Early learning centres are where kids often go to learn and play, but they’re also where kids can pick up illness. Now, a University of Guelph team has begun a research project to try to determine the best ways to prevent these infections using mathematical modelling.
“This project really began from my frustration as a parent, noticing my child was always getting ill and consequently being told to stay home, me along with him,” said the project’s lead, Prof. Monica Cojocaru, Department of Mathematics and Statistics.
“I wondered if there might be better ways to figure out how to prevent more of these illnesses.”
Cojocaru approached the U of G Child Care and Learning Centre (CCLC), where her child is enrolled, with an idea: use mathematical modelling to test the effectiveness of illness reduction methods.
The innovative research received coverage in the Toronto Star.
The pairing of math and illness prevention is nothing new; modelling is often used to estimate the effectiveness of medical interventions such as vaccines in large populations, for example.
The first step to understanding how infections spread in a child-care centre requires mapping out typical contact patterns of the children among themselves and with staff and/or surfaces.
Cojocaru and her students will work with CCLC director Valerie Trew and researchers from Sanofi Pasteur Canada to build a virtual scale model of a child-care facility, mapping it onto the centre blueprints and adding known movement and contact patterns.
This will be a challenge, since kids move in unique ways at different stages in their development.
“They run everywhere, they bump into things and other kids, they roll on the floor, they put things in their mouths. So, in this environment, we can’t assume a rational element of behaviour in their movements,” said Cojocaru.
The team will then simulate the introduction of several pathogens into their scale model, such as rotavirus, flu virus, respiratory syncytial virus and norovirus. Some of these pathogens travel in the air, some spread through one-on-one contact, and some contaminate surfaces.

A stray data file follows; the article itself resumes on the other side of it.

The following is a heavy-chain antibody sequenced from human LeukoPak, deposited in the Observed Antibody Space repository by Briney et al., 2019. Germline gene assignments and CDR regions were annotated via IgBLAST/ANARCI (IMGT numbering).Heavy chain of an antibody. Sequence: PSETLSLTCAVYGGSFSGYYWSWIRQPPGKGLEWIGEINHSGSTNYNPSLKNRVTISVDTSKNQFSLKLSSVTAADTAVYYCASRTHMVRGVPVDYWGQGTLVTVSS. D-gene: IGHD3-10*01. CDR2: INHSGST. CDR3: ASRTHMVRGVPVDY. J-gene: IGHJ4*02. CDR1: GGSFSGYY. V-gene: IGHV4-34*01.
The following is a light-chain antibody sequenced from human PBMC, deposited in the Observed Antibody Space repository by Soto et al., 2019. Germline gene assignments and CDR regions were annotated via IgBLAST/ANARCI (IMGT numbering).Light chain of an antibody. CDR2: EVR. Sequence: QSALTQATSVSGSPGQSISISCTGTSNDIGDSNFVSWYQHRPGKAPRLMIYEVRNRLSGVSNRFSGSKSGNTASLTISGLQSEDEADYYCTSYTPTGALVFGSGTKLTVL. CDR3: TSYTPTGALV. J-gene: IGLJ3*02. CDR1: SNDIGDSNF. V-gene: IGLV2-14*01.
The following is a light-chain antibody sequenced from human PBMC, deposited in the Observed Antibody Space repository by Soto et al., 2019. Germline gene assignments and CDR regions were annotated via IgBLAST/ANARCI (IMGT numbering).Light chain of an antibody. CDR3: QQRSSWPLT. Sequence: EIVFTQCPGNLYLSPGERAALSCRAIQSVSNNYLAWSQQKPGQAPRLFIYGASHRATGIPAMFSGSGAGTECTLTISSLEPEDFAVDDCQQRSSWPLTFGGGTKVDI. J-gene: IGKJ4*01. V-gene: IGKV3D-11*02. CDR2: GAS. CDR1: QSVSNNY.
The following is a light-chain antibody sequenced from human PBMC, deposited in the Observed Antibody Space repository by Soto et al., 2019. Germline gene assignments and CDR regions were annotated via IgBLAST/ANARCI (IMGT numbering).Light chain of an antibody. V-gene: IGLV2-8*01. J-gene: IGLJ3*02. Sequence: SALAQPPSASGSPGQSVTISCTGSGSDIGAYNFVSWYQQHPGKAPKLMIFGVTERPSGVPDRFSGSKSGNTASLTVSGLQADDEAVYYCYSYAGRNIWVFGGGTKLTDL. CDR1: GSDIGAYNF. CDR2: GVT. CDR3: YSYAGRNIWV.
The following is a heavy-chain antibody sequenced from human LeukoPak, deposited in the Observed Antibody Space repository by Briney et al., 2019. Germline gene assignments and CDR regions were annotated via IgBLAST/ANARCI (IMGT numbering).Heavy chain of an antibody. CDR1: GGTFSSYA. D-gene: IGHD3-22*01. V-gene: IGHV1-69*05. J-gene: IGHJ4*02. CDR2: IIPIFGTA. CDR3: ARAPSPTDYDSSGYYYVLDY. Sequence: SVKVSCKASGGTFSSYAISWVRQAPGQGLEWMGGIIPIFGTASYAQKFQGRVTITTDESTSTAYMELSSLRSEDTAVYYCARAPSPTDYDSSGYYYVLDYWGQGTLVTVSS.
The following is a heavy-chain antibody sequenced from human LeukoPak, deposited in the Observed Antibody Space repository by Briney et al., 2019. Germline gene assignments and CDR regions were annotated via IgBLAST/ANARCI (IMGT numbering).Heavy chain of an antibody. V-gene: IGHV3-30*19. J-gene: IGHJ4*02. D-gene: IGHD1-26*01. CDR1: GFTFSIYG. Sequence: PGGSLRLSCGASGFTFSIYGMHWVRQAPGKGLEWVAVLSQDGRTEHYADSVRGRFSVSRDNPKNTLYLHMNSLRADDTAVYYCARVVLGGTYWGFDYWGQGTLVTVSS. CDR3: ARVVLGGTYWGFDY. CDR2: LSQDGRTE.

Project partner Sanofi Pasteur, the leading supplier of vaccines in Canada, will provide information about behaviour of prevalent viruses to help estimate probabilities of transmission and the likely efficacy of different prevention methods.
Sanofi Pasteur’s funding is being matched by the Natural Sciences and Engineering Research Council under a Collaborative Research Grant.
“Sanofi is excited to be collaborating with Prof. Cojocaru and the University of Guelph on this project. We believe this research will lead to a deeper understanding of how infectious diseases spread in child-care centres. This will help parents, child-care employees, public health and vaccine companies to enhance and improve how we better protect children in child-care centres against infectious diseases,” said Dion Neame, medical chair of Sanofi Canada.
The team will study prevention methods including medical interventions, such as encouraging child-care staff to get the flu vaccine, and non-medical interventions, such as cleaning surfaces or floors more often.
The effectiveness of non-medical interventions in child-care centres is poorly understood, especially in combination with other prevention techniques, Cojocaru said.
“With this study, we will be able to quantify the effect that extra infection control measures have, because we want to know just how effective each intervention could be on its own and in combination with other measures.”
Infection outbreaks take a toll on child-care centres. Not only do they require extra sanitizing measures and sometimes the need to replace sick staff on short notice, but outbreaks also put children at risk and restrict their activity while at the centre.
What’s more, infections often pass along to children’s families, resulting in lost work productivity for parents and extra burdens on caregivers.
The team hopes to learn more about what measures work or not to stop infection spreads in child-care centres.
Prof. Monica Cojocaru